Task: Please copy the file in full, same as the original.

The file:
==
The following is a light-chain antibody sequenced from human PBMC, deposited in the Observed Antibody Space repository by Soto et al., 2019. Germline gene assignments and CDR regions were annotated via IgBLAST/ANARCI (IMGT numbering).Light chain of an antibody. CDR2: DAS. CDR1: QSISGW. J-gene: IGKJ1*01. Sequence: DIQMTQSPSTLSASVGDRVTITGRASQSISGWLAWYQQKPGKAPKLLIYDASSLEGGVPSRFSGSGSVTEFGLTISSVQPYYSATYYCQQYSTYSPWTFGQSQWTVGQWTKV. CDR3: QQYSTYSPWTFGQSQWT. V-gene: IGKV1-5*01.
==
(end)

The following is a light-chain antibody sequenced from human PBMC, deposited in the Observed Antibody Space repository by Soto et al., 2019. Germline gene assignments and CDR regions were annotated via IgBLAST/ANARCI (IMGT numbering).Light chain of an antibody. CDR2: DAS. CDR1: QSISGW. J-gene: IGKJ1*01. Sequence: DIQMTQSPSTLSASVGDRVTITGRASQSISGWLAWYQQKPGKAPKLLIYDASSLEGGVPSRFSGSGSVTEFGLTISSVQPYYSATYYCQQYSTYSPWTFGQSQWTVGQWTKV. CDR3: QQYSTYSPWTFGQSQWT. V-gene: IGKV1-5*01.